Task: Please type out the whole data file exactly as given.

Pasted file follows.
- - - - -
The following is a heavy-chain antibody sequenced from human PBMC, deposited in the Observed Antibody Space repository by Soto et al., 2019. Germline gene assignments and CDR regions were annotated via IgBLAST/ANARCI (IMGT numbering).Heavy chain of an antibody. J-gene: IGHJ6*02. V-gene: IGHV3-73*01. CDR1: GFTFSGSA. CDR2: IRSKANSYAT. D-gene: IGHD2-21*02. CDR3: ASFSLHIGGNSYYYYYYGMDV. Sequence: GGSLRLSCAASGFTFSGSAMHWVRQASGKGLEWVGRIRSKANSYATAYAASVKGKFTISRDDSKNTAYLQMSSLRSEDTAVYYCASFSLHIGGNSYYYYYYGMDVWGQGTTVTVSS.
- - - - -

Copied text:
The following is a heavy-chain antibody sequenced from human PBMC, deposited in the Observed Antibody Space repository by Soto et al., 2019. Germline gene assignments and CDR regions were annotated via IgBLAST/ANARCI (IMGT numbering).Heavy chain of an antibody. J-gene: IGHJ6*02. V-gene: IGHV3-73*01. CDR1: GFTFSGSA. CDR2: IRSKANSYAT. D-gene: IGHD2-21*02. CDR3: ASFSLHIGGNSYYYYYYGMDV. Sequence: GGSLRLSCAASGFTFSGSAMHWVRQASGKGLEWVGRIRSKANSYATAYAASVKGKFTISRDDSKNTAYLQMSSLRSEDTAVYYCASFSLHIGGNSYYYYYYGMDVWGQGTTVTVSS.